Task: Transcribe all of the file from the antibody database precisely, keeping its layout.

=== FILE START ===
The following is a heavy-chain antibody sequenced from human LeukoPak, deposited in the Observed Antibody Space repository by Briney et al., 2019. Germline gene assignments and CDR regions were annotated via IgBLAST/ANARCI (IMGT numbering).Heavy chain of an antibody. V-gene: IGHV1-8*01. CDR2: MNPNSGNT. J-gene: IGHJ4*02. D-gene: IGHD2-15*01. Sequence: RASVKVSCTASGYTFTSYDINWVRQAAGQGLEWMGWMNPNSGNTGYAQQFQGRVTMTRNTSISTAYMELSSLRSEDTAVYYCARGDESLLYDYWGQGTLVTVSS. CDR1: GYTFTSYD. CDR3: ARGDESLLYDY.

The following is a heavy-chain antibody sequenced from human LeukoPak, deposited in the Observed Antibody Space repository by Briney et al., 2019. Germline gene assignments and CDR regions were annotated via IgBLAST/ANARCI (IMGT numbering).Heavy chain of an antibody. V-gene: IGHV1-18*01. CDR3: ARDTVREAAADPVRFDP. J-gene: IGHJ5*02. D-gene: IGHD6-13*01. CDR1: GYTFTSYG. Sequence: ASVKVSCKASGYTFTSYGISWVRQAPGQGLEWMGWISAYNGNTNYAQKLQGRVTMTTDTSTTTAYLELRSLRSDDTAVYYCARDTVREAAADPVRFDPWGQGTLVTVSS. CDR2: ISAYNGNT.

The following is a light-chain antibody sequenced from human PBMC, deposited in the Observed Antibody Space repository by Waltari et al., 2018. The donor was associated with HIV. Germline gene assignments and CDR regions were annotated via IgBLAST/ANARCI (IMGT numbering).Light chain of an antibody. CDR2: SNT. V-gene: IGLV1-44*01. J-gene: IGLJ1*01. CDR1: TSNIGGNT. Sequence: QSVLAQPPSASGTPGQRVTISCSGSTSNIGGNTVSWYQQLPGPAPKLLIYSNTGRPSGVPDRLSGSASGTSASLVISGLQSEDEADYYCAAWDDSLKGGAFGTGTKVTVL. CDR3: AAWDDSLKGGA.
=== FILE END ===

The following is a heavy-chain antibody sequenced from human LeukoPak, deposited in the Observed Antibody Space repository by Briney et al., 2019. Germline gene assignments and CDR regions were annotated via IgBLAST/ANARCI (IMGT numbering).Heavy chain of an antibody. V-gene: IGHV1-8*01. CDR2: MNPNSGNT. J-gene: IGHJ4*02. D-gene: IGHD2-15*01. Sequence: RASVKVSCTASGYTFTSYDINWVRQAAGQGLEWMGWMNPNSGNTGYAQQFQGRVTMTRNTSISTAYMELSSLRSEDTAVYYCARGDESLLYDYWGQGTLVTVSS. CDR1: GYTFTSYD. CDR3: ARGDESLLYDY.

The following is a heavy-chain antibody sequenced from human LeukoPak, deposited in the Observed Antibody Space repository by Briney et al., 2019. Germline gene assignments and CDR regions were annotated via IgBLAST/ANARCI (IMGT numbering).Heavy chain of an antibody. V-gene: IGHV1-18*01. CDR3: ARDTVREAAADPVRFDP. J-gene: IGHJ5*02. D-gene: IGHD6-13*01. CDR1: GYTFTSYG. Sequence: ASVKVSCKASGYTFTSYGISWVRQAPGQGLEWMGWISAYNGNTNYAQKLQGRVTMTTDTSTTTAYLELRSLRSDDTAVYYCARDTVREAAADPVRFDPWGQGTLVTVSS. CDR2: ISAYNGNT.

The following is a light-chain antibody sequenced from human PBMC, deposited in the Observed Antibody Space repository by Waltari et al., 2018. The donor was associated with HIV. Germline gene assignments and CDR regions were annotated via IgBLAST/ANARCI (IMGT numbering).Light chain of an antibody. CDR2: SNT. V-gene: IGLV1-44*01. J-gene: IGLJ1*01. CDR1: TSNIGGNT. Sequence: QSVLAQPPSASGTPGQRVTISCSGSTSNIGGNTVSWYQQLPGPAPKLLIYSNTGRPSGVPDRLSGSASGTSASLVISGLQSEDEADYYCAAWDDSLKGGAFGTGTKVTVL. CDR3: AAWDDSLKGGA.